DOUG BEATTIE, the leader of the Ulster Unionist Party, has said there will be no united Ireland in his or his children's lifetime.
The 56-year-old made the comments at the launch of his party's manifesto in Belfast this week, according to BBC Northern Ireland.
They come after Mr Beattie said he would no longer attend anti-NI protocol rallies after claiming some participants are 'openly calling for people to get angry and to raise the temperature'.
However, despite claims the protocol threatens Northern Ireland's place in the United Kingdom and could strengthen calls for a united Ireland, Beattie predicted there would be no change in the status quo.
"Regardless of what others are saying, there will be no fundamental change in the constitutional position of Northern Ireland within the United Kingdom," he said, reports BBC Northern Ireland.
"Issues arise — the protocol can and will be dealt with.
"So instead of using the protocol as an election slogan, let's get to work.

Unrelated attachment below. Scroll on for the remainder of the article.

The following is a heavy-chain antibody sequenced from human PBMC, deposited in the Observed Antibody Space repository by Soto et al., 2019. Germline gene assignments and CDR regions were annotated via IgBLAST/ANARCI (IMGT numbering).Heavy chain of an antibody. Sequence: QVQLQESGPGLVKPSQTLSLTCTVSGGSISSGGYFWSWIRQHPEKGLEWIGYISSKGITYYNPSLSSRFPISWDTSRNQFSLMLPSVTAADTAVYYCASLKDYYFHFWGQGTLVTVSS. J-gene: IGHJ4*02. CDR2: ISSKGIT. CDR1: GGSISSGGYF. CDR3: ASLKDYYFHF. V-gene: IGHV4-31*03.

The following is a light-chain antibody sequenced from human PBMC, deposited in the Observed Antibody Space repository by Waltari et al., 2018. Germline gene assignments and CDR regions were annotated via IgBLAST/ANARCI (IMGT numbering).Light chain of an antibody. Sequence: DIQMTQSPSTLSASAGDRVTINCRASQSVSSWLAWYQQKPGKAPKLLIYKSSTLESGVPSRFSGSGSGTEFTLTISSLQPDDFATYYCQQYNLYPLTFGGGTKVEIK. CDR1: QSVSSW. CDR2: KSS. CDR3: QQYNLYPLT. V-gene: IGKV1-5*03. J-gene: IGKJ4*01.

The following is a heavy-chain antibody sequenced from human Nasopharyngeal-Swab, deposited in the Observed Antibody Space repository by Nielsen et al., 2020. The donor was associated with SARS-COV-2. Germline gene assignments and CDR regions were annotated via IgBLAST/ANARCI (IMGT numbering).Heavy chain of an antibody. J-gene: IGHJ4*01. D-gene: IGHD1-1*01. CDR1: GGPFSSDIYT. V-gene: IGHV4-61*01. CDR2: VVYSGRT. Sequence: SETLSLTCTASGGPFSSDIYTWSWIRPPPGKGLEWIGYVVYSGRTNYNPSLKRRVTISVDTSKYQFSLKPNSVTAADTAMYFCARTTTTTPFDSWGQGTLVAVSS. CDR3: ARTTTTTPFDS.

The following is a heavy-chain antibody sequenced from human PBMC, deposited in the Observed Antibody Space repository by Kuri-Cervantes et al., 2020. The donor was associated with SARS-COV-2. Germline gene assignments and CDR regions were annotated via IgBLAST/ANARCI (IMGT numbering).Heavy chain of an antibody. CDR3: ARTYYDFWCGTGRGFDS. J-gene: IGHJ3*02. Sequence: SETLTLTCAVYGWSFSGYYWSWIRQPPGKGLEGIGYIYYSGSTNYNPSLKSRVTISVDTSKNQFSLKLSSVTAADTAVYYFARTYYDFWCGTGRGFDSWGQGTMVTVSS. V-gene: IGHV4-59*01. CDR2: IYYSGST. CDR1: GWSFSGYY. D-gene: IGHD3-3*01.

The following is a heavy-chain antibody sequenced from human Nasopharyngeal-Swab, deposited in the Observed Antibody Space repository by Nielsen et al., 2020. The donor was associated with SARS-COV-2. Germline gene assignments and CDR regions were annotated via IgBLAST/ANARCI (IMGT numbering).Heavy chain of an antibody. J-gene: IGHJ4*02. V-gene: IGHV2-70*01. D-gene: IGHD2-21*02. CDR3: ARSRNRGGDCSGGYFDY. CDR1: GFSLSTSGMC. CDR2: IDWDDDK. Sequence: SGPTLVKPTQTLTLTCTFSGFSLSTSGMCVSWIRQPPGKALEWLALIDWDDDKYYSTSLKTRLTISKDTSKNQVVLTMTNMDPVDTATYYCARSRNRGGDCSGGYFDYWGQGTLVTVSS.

"Real work to get the issues dealt with.
"There will be no united Ireland in my lifetime, there will be no united Ireland in my children's lifetime."
Political solution needed
Beattie, who remains opposed to the protocol and wants to see it replaced, revealed this week that his constituency office was attacked after he withdrew from the anti-protocol rallies.
However, he said 'blood and thunder rhetoric from a lectern will not help nor solve the Protocol problem' and that a political solution needs to be sought.
The protocol, part of the Brexit withdrawal agreement, means some goods arriving in Northern Ireland from Great Britain are checked at Northern Irish ports.
The checks take place whether or not the goods are remaining in Northern Ireland, and mean that if the goods are destined for the Republic, no further checks need to take place at the border.
This has led to claims that the protocol has effectively created a sea border between Northern Ireland and Great Britain and could threaten the union between the two, while in turn advancing support for a united Ireland.
In December, Sinn Féin leader Mary Lou MacDonald cited Brexit as one reason support for a united Ireland is growing.
Speaking at the New York City Bar Association Council on International Affairs, she said preparations for a united Ireland should begin now.
"Growing numbers of people now want a new Ireland and I believe the preparations for constitutional change for a new Ireland need to start now," she said.
The UUP manifesto, published in advance of the NI Assembly Election on May 5, focussed mainly on health, the economy, infrastructure, education and communities.